How did Rousseau change the education system?How did Rousseau change the education system?
Rousseau's effect on the actual educational system of course depends on how inclusive you are in discussing that system. The public education system in the United States is still based almost entirely on the Prussian Model brought here by Horace Mann and still in many ways the opposite of the model that Rousseau favored which allowed for individual interest and motivation to drive the program.
Rousseau's model was one in which the child was not coerced into learning certain things but he suggested that the child will learn what it needs to learn in order to interact with the environment it lives in. Poor children learn from life itself and have no time for formal "education," and he suggested they don't need it. His opposition to a system that children were pushed into stemmed from his feeling that such a system creates slaves rather than free thinking beings.
Rousseau's philosophy of education is most clearly seen today in some aspects of the homeschooling movement which takes the child out of mainstream education and what the states says they need to learn and gives them more independence, freedom and space to learn at their own speed and to focus on the topics that they want to study. Rousseau presents a challenge that is still relevant to today's system of education and argues that schools are a bit like sausage making machines. They aim to take different unique children and put them through the factory of education, producing identical sausages.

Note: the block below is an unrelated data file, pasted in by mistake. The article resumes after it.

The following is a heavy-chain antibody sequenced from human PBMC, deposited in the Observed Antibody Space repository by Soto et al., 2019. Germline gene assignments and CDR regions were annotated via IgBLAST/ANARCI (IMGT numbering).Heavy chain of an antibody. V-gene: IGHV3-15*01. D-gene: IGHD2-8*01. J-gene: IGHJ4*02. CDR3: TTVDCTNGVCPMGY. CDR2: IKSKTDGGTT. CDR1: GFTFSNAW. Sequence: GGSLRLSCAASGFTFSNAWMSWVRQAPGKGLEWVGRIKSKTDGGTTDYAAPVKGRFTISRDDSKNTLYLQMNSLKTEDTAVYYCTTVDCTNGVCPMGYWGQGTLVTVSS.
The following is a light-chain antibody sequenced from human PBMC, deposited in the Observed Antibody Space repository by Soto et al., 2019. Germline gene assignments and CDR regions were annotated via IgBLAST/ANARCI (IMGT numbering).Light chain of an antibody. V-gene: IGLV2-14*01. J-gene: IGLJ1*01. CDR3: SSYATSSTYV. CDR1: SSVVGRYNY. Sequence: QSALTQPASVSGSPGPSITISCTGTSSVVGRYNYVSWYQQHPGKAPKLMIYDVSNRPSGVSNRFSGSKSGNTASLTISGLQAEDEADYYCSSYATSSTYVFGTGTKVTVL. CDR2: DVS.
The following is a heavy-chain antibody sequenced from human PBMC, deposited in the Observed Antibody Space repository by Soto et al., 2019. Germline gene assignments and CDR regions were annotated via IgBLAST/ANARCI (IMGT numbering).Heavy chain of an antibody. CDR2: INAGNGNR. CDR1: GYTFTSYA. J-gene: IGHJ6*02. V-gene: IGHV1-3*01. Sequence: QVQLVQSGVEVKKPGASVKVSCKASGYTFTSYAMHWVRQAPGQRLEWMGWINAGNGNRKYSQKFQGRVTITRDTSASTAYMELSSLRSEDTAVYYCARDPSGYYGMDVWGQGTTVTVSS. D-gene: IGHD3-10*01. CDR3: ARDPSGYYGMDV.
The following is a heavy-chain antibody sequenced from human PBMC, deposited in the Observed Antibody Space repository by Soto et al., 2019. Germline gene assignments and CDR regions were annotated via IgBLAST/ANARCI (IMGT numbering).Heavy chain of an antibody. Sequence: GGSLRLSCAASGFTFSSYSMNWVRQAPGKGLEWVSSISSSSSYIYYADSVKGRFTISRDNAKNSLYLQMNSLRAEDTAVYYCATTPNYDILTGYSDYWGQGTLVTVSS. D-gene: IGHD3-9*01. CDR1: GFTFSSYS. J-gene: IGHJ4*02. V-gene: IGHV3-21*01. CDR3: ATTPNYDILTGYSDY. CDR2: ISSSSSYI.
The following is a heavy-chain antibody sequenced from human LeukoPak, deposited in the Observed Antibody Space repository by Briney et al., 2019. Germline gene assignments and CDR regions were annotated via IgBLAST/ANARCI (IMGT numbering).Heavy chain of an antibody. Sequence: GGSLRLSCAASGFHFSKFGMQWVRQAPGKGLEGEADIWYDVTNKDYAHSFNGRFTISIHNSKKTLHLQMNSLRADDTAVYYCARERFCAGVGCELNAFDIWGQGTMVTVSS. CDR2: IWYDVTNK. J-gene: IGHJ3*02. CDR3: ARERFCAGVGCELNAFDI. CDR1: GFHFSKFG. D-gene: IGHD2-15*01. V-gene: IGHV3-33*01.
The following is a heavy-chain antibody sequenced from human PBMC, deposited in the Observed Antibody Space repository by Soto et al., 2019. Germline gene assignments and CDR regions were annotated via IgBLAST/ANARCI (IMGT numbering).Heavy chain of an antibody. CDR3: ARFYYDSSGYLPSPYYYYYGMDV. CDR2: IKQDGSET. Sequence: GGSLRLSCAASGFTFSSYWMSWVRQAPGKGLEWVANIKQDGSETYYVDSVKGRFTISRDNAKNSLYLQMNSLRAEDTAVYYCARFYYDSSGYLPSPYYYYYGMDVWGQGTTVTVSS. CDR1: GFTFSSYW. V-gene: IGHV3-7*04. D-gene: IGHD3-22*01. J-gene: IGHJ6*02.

Rousseau has influenced many movements in American education. For example, the unschooling movement and homeschooling. There are also schools that have based their structure on Rousseau's teachings. The idea of practical education has been popular off and on, and is coming back into favor now to a certain extent. For example, you could argue that project-based learning is an extension of Rousseau's teachings.
"Discovery learning" is not unlike Rousseau's belief that individuals should make sense of the world by reasoning their own way to their own conclusions, and that every mind has its own form.
The power of the environment for learning, one supported by Dewey, originates, also, with Jean-Jacques Rousseau. And, it is argued that child-centered educational theory is "a series of footnotes in Rousseau."